B. Direct scientific evidence from properly designed and implemented controlled trials on pressure ulcers in humans, providing statistical results that consistently support the guideline statement (level 2, 3, 4 and 5 studies).

C. Indirect evidence and/or expert opinion.

Points to note

The author was not involved in development of the guidelines from the beginning. He was the chairman of the working group on etiology and involved in some of the discussions that took place in the coordinating GDG, especially during the last phases of the development.

Currently, he is a member of the working group in the Netherlands responsible for translation and adaptation to the Dutch healthcare system. Below, some issues encountered during the process of development and implementation are discussed.

The first issue is language (and cultural differences). What was very surprising – as a non-native English speaker – is the difference between US English and UK English. The weight and even the meaning of a statement can be changed considerably by choosing either one of those languages. The GDG recognised this and decided to choose US English for the guidelines. When differences between US and UK English are a problem, it is not hard to imagine how difficult it is to translate the guidelines in other languages.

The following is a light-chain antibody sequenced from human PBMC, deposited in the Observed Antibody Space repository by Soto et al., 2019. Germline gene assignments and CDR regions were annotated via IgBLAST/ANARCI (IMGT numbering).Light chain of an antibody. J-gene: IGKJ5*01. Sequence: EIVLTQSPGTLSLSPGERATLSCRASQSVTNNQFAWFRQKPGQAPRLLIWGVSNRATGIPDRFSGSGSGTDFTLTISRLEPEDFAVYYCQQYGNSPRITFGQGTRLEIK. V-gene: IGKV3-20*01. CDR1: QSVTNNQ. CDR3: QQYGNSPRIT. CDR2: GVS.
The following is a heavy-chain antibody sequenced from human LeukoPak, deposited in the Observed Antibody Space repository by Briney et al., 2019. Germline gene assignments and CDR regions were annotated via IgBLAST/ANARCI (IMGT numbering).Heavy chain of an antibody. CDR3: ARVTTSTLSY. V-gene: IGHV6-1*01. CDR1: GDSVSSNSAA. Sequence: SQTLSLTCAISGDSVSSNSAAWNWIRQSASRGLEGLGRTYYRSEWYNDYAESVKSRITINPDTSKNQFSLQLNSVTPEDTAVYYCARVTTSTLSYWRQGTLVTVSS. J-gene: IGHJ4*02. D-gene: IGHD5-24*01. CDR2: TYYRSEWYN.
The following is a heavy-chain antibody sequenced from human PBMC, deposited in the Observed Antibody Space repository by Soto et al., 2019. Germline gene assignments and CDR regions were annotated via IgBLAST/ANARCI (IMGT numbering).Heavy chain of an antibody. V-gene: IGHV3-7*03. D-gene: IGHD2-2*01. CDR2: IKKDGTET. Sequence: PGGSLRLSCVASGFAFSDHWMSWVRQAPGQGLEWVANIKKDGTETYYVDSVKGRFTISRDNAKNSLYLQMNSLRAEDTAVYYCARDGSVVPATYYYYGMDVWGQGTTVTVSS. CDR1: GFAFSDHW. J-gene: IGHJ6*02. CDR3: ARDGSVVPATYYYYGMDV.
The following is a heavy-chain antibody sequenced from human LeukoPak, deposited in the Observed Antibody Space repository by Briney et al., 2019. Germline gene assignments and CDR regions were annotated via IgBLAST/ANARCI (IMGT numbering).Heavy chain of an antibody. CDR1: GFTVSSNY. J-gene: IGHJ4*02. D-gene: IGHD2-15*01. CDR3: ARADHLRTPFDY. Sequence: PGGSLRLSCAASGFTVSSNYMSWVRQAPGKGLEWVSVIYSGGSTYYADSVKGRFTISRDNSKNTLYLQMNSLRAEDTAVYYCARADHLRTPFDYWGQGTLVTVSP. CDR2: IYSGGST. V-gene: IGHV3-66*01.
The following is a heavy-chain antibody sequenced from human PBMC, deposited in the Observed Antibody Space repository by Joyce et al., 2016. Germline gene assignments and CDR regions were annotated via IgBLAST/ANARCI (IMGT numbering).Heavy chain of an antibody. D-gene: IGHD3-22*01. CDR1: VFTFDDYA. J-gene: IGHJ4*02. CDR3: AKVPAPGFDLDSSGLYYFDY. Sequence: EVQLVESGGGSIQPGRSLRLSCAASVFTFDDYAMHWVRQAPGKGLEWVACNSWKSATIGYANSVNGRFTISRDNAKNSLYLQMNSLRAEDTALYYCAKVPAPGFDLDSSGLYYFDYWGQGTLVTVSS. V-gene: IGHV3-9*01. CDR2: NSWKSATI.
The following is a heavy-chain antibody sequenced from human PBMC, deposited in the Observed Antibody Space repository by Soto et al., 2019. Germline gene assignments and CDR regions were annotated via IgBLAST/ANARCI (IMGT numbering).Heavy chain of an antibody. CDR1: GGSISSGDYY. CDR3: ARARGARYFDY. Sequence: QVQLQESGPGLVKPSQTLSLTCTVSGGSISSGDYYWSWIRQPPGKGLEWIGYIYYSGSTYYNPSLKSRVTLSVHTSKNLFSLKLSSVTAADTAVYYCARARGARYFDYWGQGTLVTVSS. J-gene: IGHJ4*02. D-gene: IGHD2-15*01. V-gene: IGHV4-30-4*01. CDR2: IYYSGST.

Currently translations of the quick reference guide are available in Spanish, Hebrew, Swedish, German and Polish. He is involved in the translation into Dutch and witnesses on a daily basis that draft translations which are not yet fully correct may lead to misinterpretations and as a result sometimes disbelief and irritation. At the same time, it is very difficult to separate pure translation from the adaptation to the Dutch healthcare system.